Since returning to China in 2006, former NBA player Wang Zhizhi has been living in the shadows of giant NBA center Yao Ming and star rookie Yi Jianlian.
So when he was recently appointed by the IT giant Lenovo to be a torchbearer in the relay for August's Olympic Games, the 30-year-old was ecstatic.
"I do not really care where I am going to run," he beamed. "It's just a great honor to be named as one of the torchbearers."
Wang Zhizhi poses with his 2008 CBA All Star MVP trophy after the all star weekend in Chengdu of Southwest China's Sichuan Province January 13, 2008. Wang was recently appointed by the IT giant Lenovo to be a torchbearer in the relay for August's Olympic Games. [Xinhua]
The appointment reminded him of past days when he was still the center of attention as an image ambassador during China's bid for the Olympics seven years ago. He was invited to go to Moscow where the International Olympic Committee voted for the host during its 113th session.
At that time, he was one of China's most influential sports figures - he made his mark as NBA's first Asian player when the Dallas Mavericks drafted him in April 2001.
But his future was thrown into doubt when he refused to come back to China to play for the national team a year later.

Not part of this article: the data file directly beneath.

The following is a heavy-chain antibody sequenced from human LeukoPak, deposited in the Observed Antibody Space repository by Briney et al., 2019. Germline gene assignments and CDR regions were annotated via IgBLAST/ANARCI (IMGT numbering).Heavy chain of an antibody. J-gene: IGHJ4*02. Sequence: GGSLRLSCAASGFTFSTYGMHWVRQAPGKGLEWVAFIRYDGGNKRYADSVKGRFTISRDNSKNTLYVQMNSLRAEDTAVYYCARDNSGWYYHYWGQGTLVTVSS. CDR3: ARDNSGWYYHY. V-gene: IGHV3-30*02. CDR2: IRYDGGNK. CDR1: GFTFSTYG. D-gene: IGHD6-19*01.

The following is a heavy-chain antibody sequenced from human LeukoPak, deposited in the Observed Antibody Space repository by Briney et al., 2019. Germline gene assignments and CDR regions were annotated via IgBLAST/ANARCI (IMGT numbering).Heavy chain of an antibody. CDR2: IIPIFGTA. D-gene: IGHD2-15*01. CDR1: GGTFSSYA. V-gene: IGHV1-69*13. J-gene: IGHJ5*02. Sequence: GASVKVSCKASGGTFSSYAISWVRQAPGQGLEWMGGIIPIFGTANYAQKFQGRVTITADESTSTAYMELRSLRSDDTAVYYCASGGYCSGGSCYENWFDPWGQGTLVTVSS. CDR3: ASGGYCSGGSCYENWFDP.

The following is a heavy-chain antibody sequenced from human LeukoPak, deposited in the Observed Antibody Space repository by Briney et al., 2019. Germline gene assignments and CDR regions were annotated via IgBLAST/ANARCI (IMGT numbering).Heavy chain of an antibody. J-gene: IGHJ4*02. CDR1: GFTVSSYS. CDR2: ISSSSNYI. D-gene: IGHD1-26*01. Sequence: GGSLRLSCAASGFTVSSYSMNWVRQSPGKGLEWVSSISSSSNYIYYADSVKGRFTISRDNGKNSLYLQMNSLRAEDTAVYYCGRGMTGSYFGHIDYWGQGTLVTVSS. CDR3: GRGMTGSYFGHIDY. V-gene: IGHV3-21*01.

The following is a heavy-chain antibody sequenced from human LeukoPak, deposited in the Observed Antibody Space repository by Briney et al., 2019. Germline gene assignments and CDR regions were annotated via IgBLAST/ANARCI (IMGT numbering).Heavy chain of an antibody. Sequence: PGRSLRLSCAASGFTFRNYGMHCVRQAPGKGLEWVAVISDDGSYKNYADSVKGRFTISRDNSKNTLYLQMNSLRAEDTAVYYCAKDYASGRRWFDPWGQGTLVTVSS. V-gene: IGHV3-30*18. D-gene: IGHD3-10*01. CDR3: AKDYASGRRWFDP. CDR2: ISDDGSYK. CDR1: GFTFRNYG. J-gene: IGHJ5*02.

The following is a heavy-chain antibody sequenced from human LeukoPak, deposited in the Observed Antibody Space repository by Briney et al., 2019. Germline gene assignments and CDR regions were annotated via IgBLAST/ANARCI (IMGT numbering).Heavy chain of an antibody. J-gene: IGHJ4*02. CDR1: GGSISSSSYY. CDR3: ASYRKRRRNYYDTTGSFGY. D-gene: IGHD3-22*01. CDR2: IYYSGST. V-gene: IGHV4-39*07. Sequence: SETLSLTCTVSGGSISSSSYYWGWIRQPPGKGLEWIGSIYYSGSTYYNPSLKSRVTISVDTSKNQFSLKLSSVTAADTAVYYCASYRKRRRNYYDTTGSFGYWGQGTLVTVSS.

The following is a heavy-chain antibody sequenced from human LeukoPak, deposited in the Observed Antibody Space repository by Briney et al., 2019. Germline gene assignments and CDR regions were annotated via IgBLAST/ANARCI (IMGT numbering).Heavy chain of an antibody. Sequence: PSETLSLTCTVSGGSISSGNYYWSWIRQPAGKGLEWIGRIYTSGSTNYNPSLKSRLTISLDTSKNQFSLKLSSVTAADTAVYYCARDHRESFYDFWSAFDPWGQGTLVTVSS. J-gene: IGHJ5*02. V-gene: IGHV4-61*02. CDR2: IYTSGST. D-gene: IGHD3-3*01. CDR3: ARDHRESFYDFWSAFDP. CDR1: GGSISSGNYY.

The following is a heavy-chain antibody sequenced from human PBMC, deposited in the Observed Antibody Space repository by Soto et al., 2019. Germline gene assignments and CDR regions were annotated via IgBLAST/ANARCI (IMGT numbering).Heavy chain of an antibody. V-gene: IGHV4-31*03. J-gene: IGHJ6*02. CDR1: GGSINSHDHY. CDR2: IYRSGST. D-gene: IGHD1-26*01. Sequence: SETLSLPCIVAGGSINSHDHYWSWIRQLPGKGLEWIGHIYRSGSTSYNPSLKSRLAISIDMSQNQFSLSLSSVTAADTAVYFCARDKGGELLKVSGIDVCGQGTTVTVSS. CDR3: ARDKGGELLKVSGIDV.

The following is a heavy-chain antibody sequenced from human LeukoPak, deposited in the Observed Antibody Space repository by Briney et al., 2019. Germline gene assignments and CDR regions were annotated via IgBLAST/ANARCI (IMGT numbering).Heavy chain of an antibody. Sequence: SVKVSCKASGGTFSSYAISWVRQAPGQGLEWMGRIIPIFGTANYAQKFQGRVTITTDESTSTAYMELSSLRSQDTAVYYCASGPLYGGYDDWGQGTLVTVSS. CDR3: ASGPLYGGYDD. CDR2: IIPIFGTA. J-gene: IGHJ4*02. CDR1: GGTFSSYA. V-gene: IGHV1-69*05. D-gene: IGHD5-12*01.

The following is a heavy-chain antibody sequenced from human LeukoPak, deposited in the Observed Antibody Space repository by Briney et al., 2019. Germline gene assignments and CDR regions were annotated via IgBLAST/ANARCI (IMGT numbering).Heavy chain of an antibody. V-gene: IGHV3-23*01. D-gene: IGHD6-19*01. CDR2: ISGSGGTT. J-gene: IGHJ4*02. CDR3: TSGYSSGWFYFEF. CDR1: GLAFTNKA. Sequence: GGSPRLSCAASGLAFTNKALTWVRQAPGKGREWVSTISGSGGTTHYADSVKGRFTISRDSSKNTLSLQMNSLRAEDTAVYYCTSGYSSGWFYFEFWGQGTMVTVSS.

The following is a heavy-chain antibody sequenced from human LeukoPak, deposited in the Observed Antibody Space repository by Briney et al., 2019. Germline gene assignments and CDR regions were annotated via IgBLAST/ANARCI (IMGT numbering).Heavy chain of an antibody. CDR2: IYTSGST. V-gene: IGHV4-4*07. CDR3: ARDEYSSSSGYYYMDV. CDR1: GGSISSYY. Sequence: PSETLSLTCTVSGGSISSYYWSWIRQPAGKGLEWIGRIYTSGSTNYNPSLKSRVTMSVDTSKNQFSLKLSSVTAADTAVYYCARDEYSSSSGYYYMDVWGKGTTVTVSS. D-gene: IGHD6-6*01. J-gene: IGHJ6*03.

He was expelled from the national team that year, seemingly blocking his path to the Beijing Games.
But when he decided to return to China after four unspectacular seasons in the NBA to pursue his Olympic dream, everything had changed.
Yao soon replaced Wang as the best player on the Chinese team and is unquestionably the biggest sports star in China.
Even Wang's Chinese club Bayi lost its dominant touch - the seven-time Chinese Basketball Association champion failed to make the last four this season for the first time in league history.
Regardless, Wang said he just feels blessed to be a part of China's 2008 team.
"I am glad that I can be there to witness the Beijing 2008 Games," he said.
His vast experience will be a boon for the Chinese team, which already has world-class players roaming the paint in Yao and Yi. But Wang knows it won't be easy for China.
"For Chinese basketball, it's a tough road," he said of China's Olympic prospects. "We are still not a very strong team in the world.
"We are strong inside, but we still lack star players in other positions."
He rated China as one of the world's second-tier teams.
"I think we are moving up right now, but I have to say that other teams are also improving very fast."
Wang is optimistic that China will be able to break its record of reaching last eight in the Olympic tournament, a feat it achieved twice - once in Sydney 2000 and once in Athens 2004.
"Being a second-tier team does not mean we lack opportunity," he said. "We have the ability to beat some of the world's best teams.
"Either way, it will be a memorable moment for China during the Olympic basketball competitions in Beijing."